The list of high-profile, outside-the-beltway Republicans backing an overhaul of the healthcare system is raising eyebrows.
• New York Mayor Michael Bloomberg (technically an independent, but he's running for reelection on the Republican and Independence Party tickets).
• Tommy Thompson, former secretary of Health and Human Services.
The White House freely acknowledges that it nudged most of these men – Frist came out on his own – toward making public statements. But just as freely, they did say what they said.
The wave of endorsements has already gotten through to one of its most important targets, Sen. Olympia Snowe (R) of Maine. She is the only Republican member of Congress potentially willing to vote for the Senate Finance Committee's version of reform.
"It is important to hear all voices in the party," she said Tuesday, according to the Washington Post. "The more we hear, the more we learn, the better job we can do in the final analysis."
The Senate Finance plan, which is awaiting a cost analysis from the Congressional Budget Office and is the least liberal of the five bills in play, is the one that comes in for the most praise from Republicans.
Mr. Frist told Time magazine last Friday if he were still in the Senate, he "would end up voting for it." He doesn't think it's perfect; it doesn't do enough to bring costs under control, he says. But he likes the requirement that individuals purchase insurance, and the ban on exclusion from coverage for pre-existing conditions.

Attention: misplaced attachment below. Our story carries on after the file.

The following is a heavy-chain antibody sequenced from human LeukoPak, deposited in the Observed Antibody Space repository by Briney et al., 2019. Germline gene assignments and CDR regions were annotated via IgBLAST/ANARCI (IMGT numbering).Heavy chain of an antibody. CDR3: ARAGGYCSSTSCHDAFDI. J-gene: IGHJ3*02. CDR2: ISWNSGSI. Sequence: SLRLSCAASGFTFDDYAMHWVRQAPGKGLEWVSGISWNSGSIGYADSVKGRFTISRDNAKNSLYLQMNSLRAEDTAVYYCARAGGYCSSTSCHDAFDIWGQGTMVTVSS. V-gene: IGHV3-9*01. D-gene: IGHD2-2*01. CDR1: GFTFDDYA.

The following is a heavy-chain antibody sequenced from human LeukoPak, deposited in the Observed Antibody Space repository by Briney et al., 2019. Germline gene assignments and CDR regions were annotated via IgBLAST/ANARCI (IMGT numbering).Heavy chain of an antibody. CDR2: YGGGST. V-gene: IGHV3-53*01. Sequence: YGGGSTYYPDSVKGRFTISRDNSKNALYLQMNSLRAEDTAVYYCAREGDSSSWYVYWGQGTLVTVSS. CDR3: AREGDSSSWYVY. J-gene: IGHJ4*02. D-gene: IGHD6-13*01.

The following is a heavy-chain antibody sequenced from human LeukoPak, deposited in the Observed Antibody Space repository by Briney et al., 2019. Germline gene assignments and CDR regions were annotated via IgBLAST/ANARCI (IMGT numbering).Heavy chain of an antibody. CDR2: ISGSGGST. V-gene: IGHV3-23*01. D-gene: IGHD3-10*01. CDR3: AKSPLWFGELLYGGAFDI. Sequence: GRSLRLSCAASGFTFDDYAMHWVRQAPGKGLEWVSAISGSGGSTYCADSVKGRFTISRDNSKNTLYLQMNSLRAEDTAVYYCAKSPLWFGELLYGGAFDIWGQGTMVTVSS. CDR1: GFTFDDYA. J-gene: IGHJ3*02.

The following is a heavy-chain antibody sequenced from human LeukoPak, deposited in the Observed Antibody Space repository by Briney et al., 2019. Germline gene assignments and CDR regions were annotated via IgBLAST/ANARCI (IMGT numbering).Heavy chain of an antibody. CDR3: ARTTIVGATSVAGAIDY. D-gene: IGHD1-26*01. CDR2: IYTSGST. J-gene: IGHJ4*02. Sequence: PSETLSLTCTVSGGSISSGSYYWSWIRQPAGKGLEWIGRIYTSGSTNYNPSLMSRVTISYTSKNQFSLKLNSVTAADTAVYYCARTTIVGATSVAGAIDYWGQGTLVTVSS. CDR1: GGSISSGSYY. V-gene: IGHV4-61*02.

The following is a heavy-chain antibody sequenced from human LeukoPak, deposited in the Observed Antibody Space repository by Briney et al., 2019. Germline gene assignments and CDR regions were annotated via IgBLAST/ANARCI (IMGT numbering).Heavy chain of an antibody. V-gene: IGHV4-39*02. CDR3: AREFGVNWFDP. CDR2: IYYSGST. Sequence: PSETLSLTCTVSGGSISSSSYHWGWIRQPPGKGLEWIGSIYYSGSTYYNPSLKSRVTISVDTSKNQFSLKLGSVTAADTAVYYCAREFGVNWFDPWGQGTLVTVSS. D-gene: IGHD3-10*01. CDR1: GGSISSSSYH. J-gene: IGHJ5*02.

Mayor Bloomberg does not endorse any particular plan, just the overall concept of reform working its way through Congress. Mr. Thompson mentioned the Senate Finance plan specifically. Governor Schwarzenegger endorsed the goals of reform, but not a specific plan.
Congressional Republicans maintain that they want reform, too, just not the plan Democrats are promoting. In a speech on the Senate floor Tuesday, minority leader Mitch McConnell (R) of Kentucky said Democratic plans would raise taxes on the middle class and expand government control of the healthcare system.
Some Democrats see the endorsements as a reaction to the hot rhetoric of the summer, and that as the reform effort moves toward its conclusion, cooler heads are moving to the fore.
"It could be one of those things where time may be on Obama's side – that people sort through all the yelling and screaming and say, [Obama] is trying to do the right thing here," says Democratic strategist Peter Fenn.
From a partisan perspective, it may also be that some Republicans are calculating that if reform passes, the implementation could be messy – to the Democrats' political detriment.
In his Time interview, Frist predicted that reform would pass and that the first years of implementation are likely to be rough. "The Republicans will go wild," he said, suggesting his party could gain politically in 2010.
Mr. Fenn agrees the implementation will be tricky, but he thinks the Obama administration is up to the task. "My sense of this all along has been that this will be a process," he says.
What would a Republican healthcare plan look like?
Republicans have put forward their healthcare ideas, though most have been rejected. Click here to read what they are.
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